Syrian refugee turns his escape into a video game

A Syrian refugee, Abdullah Adnan Karam plays computer game "Path Out" in Salzburg, Austria March 19, 2019. Karam provided the story, based on his own experience, the idea of the game is to make the jurney it to Austria, where he now lives. (Reuters)
Updated 20 March 2019
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Syrian refugee turns his escape into a video game

  • Karam left Hama in 2014, crossed the border into Turkey then started the long and arduous trek through Europe
  • Karam bumped into games developer Georg Hobmeier in Salzburg and the pair started working on “Path Out”

SALZBURG, Austria: Abdullah Adnan Karam stares down at the computer screen and watches the story of his escape from war-torn Syria to his new home in Austria play out step by step as a game.
The 23-year-old left the northwestern city of Hama in 2014, crossed the border into Turkey then started the long and arduous trek through Europe.
A year later, after his arrival in Austria, he bumped into games developer Georg Hobmeier in Salzburg and the pair started working on what would become the PC/Mac game “Path Out.”
“What the player is kind of playing is part of my story, let’s say. My (personal) story had more action in it,” Karam told Reuters Television.
Karam provided the story and Hobmeier’s company Causa Creations, alongside Vienna-based firm Wobblersound and Austrian-American graphic designer Brian Main, worked on the technical side.
Players can choose different routes and meet different fates. “Remember guys, don’t get me killed,” Karam says in a promotional video.
The story starts before the war, letting players move Karam through his home, meeting friends and relatives, before the scene degenerates into a battlefield.


US targets two individuals, three entities in Hezbollah-related sanctions program

Updated 35 min 15 sec ago
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US targets two individuals, three entities in Hezbollah-related sanctions program

  • Targeted for sanctions under US regulations aimed at suspected terrorists or those who support them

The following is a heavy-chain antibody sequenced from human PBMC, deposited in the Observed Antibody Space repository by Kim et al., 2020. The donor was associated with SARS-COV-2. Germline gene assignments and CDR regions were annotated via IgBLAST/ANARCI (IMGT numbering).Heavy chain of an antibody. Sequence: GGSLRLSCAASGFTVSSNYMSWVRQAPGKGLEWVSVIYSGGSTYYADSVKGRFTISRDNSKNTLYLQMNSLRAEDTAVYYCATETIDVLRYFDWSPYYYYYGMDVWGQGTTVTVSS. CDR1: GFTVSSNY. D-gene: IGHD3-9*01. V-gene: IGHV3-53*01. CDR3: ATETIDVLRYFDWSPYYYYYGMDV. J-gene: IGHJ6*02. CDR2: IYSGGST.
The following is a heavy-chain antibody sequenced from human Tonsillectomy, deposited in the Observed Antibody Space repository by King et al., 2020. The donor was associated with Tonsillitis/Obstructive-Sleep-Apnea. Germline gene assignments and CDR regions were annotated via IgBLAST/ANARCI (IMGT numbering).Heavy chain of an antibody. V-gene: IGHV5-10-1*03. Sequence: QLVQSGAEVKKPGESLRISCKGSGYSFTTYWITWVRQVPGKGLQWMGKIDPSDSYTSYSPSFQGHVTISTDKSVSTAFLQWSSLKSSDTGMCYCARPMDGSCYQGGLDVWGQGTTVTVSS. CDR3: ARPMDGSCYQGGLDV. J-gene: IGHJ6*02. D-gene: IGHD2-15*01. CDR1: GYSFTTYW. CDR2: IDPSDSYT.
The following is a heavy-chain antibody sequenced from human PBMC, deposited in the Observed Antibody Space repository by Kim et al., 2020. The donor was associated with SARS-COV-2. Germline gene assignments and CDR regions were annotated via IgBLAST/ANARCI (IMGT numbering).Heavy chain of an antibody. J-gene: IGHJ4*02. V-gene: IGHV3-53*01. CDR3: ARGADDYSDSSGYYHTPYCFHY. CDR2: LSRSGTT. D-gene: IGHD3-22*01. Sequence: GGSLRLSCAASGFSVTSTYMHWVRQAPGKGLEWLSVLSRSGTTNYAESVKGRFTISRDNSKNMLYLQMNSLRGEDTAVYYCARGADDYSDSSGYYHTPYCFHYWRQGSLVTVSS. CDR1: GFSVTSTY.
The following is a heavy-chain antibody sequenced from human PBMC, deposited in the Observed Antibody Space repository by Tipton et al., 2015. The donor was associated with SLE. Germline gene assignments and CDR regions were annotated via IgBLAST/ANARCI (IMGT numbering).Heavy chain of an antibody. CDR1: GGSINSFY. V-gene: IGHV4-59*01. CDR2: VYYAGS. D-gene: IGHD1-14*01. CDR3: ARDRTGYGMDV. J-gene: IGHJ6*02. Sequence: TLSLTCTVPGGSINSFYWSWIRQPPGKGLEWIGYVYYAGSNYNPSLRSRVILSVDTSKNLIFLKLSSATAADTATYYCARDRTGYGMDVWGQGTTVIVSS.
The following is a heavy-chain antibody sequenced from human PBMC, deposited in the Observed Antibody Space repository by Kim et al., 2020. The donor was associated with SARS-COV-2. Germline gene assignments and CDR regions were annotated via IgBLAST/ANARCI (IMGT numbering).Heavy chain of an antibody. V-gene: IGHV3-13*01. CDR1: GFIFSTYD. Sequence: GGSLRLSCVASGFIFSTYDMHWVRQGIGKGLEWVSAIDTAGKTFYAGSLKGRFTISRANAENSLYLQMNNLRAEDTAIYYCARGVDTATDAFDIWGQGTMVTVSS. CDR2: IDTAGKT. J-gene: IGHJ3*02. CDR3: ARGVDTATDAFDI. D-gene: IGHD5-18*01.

• Comes at a time of growing US concern about role of Hezbollah in Lebanese government

WASHINGTON: The U.S. Treasury, moving to boost pressure on Hezbollah, imposed sanctions on Wednesday against two people and three firms that Washington accuses of being involved in schemes to help the armed Shi'ite group backed by Iran evade American sanctions.

The Treasury's Office of Foreign Assets Control (OFAC) said it was targeting Belgium-based Wael Bazzi because he acted on behalf of his father Mohammad Bazzi, a Hezbollah financier.

OFAC also took action against two Belgian companies and a British-based firm controlled by Bazzi.

In addition, the US Treasury designated Lebanon-based Hassan Tabaja, who it said had acted on behalf of his brother Adham Tabajha, also a Hezbollah financier. The U.S. action freezes their assets and property and prevents U.S. citizens and businesses from dealing with them.

The two men and three businesses were targeted for sanctions under US regulations aimed at suspected terrorists or those who support them, the Treasury said in a statement. Hezbollah is considered a foreign terrorist organization by the United States.

"Treasury is relentlessly pursuing Hezbollah's financial facilitators by dismantling two of Hezbollah's most important financial networks," Treasury Undersecretary Sigal Mandelker said in a statement.

"By targeting Hassan Tabaja and Wael Bazzi and their European-based companies, this administration is continuing to disrupt all avenues of financial support relied upon by Hezbollah," he said.

The US State Department earlier this week offered a reward of up to $10 million for information that could help disrupt Hezbollah's financing.

The move to boost pressure on the group comes at a time of growing US concern about its role in the Lebanese government. Hezbollah's regional clout has expanded as it has sent fighters to Middle East conflicts, including the war in Syria, where it supported President Bashar al-Assad.